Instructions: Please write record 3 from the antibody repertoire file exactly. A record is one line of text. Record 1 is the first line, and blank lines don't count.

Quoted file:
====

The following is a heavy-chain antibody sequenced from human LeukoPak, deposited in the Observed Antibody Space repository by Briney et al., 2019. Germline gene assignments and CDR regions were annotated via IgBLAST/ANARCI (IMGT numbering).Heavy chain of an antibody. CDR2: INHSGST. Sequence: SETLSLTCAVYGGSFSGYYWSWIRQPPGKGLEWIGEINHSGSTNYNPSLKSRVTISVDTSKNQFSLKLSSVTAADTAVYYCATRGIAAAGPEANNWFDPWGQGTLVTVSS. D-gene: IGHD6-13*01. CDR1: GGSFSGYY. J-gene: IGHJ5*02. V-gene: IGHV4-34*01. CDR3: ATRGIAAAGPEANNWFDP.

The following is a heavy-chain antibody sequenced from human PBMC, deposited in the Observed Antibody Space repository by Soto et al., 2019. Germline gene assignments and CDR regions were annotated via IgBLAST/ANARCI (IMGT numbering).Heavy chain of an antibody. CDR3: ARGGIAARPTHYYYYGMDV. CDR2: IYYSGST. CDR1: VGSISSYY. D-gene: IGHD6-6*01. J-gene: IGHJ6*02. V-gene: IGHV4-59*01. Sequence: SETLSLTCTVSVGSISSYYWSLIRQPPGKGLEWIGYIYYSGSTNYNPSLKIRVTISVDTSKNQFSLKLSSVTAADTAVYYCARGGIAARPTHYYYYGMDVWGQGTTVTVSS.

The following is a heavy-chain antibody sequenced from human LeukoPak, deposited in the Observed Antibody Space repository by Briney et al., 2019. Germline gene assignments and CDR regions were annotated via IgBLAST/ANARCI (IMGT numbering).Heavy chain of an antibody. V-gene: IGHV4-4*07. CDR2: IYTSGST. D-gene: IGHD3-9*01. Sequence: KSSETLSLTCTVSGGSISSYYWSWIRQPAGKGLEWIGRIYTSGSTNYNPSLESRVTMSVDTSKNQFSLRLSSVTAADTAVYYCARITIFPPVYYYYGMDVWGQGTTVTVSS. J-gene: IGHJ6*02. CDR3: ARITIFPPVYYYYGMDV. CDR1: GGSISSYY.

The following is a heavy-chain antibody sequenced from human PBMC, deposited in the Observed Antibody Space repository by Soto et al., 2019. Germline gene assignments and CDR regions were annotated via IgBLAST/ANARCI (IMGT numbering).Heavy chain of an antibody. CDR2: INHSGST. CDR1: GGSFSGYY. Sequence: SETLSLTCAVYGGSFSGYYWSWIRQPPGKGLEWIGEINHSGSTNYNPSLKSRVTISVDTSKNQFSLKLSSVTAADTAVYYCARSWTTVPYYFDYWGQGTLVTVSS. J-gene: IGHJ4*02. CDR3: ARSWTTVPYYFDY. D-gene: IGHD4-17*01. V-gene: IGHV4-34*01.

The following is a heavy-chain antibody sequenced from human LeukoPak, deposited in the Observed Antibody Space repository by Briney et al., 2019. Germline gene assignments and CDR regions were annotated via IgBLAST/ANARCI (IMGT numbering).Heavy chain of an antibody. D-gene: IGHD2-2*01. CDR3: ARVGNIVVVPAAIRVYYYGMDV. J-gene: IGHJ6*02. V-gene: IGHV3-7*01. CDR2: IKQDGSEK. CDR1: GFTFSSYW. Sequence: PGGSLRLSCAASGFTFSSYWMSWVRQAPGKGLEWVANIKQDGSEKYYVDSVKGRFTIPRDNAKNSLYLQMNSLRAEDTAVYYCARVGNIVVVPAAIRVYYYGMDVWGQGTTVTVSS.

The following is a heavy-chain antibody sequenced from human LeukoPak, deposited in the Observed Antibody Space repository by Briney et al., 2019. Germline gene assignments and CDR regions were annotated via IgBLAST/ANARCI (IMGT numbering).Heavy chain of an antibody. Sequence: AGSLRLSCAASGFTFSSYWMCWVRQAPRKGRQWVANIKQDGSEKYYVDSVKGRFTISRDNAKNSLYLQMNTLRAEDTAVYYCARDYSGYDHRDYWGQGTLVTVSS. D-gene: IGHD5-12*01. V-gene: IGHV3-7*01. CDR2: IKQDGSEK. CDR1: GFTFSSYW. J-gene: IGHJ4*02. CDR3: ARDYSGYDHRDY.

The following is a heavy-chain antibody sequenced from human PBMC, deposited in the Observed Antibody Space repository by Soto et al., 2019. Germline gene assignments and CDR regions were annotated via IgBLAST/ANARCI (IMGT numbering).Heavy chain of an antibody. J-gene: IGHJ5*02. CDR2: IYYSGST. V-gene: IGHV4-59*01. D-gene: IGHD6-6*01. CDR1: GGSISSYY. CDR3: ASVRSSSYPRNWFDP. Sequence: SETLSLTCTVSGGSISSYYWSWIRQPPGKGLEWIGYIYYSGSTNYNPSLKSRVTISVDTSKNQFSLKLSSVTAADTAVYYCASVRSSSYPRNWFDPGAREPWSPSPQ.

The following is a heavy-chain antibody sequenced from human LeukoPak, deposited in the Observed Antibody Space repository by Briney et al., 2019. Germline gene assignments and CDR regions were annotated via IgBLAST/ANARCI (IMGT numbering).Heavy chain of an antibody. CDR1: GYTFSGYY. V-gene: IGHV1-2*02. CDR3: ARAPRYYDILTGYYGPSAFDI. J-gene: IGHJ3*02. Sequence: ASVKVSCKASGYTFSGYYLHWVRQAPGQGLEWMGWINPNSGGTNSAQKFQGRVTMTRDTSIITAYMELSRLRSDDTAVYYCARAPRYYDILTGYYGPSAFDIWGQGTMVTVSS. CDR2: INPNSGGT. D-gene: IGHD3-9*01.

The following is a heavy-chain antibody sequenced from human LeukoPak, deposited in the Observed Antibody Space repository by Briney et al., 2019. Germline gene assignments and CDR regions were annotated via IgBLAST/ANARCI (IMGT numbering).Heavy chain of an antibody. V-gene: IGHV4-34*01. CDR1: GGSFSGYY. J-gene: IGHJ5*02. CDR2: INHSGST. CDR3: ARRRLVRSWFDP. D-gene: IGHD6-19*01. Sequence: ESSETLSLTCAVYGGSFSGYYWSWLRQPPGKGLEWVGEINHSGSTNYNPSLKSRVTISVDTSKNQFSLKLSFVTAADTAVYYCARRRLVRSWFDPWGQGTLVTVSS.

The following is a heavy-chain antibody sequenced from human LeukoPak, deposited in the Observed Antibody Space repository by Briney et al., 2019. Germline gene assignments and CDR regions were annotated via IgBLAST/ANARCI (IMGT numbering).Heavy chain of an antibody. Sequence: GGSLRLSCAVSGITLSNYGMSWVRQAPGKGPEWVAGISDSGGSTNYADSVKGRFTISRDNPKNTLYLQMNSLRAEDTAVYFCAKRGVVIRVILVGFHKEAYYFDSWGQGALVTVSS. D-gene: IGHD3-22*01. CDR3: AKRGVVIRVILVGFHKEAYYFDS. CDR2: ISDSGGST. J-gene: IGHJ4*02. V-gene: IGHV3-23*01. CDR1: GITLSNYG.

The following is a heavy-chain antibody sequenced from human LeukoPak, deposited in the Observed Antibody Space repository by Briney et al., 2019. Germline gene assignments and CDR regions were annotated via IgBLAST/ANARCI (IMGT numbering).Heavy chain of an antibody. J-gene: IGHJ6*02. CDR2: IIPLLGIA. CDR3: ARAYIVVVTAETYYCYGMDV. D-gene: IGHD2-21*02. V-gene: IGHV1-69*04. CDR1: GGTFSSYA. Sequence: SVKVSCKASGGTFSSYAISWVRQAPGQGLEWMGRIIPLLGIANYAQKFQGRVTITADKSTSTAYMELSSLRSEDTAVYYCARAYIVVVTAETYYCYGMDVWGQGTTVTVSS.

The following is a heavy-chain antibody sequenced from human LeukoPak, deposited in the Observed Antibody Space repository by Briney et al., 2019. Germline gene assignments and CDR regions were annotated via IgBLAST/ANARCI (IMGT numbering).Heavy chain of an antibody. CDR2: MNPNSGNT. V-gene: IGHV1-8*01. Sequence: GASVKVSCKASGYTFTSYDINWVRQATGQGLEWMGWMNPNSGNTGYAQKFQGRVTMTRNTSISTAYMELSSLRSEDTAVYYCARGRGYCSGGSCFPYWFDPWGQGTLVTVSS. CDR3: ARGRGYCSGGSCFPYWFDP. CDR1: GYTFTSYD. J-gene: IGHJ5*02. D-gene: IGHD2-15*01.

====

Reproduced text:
The following is a heavy-chain antibody sequenced from human LeukoPak, deposited in the Observed Antibody Space repository by Briney et al., 2019. Germline gene assignments and CDR regions were annotated via IgBLAST/ANARCI (IMGT numbering).Heavy chain of an antibody. V-gene: IGHV4-4*07. CDR2: IYTSGST. D-gene: IGHD3-9*01. Sequence: KSSETLSLTCTVSGGSISSYYWSWIRQPAGKGLEWIGRIYTSGSTNYNPSLESRVTMSVDTSKNQFSLRLSSVTAADTAVYYCARITIFPPVYYYYGMDVWGQGTTVTVSS. J-gene: IGHJ6*02. CDR3: ARITIFPPVYYYYGMDV. CDR1: GGSISSYY.